With the legislative session set to end Monday, legislators plan to put in overtime Saturday in attempt to tackle big-ticket issues, the largest being the state's budget.
While delegates and senators were approaching consensus on cuts, the two chambers remained far apart on new revenues.
Sen. Edward Kasemeyer, D-Baltimore/Howard, submitted a compromise this week that would generate $309 million in revenue for FY 2013 without raising income taxes on those making $100,000 or less, a sticking point in the House.
"The most productive days of most legislative sessions are the last three or four," said Gov. Martin O'Malley. "If there's the will to get it done, we will have time to get it done."
O'Malley's proposed gas tax has yet to be voted on in committee, but there has been some talk of a special session to address Maryland's need for transportation infrastructure funding.
The 6 percent sales would be phased in over three years, but is unpopular among members of both parties and has met with strong .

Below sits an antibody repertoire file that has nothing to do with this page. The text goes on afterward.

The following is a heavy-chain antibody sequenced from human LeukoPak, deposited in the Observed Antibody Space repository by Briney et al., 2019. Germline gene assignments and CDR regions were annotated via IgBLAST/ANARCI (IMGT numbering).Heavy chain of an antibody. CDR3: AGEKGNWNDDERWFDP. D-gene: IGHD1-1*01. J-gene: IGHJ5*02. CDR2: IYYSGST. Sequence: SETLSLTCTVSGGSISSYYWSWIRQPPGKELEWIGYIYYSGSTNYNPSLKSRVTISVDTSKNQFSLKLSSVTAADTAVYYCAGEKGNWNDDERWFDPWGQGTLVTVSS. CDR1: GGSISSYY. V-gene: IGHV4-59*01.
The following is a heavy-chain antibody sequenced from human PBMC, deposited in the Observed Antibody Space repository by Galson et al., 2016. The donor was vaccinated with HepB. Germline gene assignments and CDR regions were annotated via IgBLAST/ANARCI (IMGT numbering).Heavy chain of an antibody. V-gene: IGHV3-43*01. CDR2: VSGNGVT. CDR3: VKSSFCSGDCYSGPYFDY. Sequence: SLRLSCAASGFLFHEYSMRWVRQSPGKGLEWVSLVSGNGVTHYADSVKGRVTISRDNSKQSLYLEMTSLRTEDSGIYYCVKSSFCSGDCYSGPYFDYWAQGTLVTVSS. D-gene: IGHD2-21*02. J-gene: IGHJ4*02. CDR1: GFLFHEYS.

O'Malley has also floated the idea of a 1-cent to pay for transportation infrastructure.
Currently, the state government pays for teacher pensions. However, since retirement costs have risen significantly over the past decade, lawmakers say counties need to shoulder the burden.
House and Senate members agree that the shift must occur but they haven't reached a consensus on how to help counties offset the costs. The House's plan, a three-year cost shift, would allow local governments to raise income taxes for pension relief. The Senate's proposal for a four-year shift would rely primarily on closing tax loopholes and increasing state aid to make up the difference.
Despite passing 88-47 in the House of Delegates, the offshore wind bill is stalled in the Senate.
The offshore wind bill is one of O'Malley's major proposals this year. But the increases residents would see to monthly utility bills have been a major concern for legislators since the bill was first .
Opponents of the bill are also worried about the significant costs to get into the offshore wind industry, but proponents argue the cost will be beneficial in the long run because prices of other energy sources are likely to increase.
Dave Nyczepir also contributed. This article was provided by Capital News Service.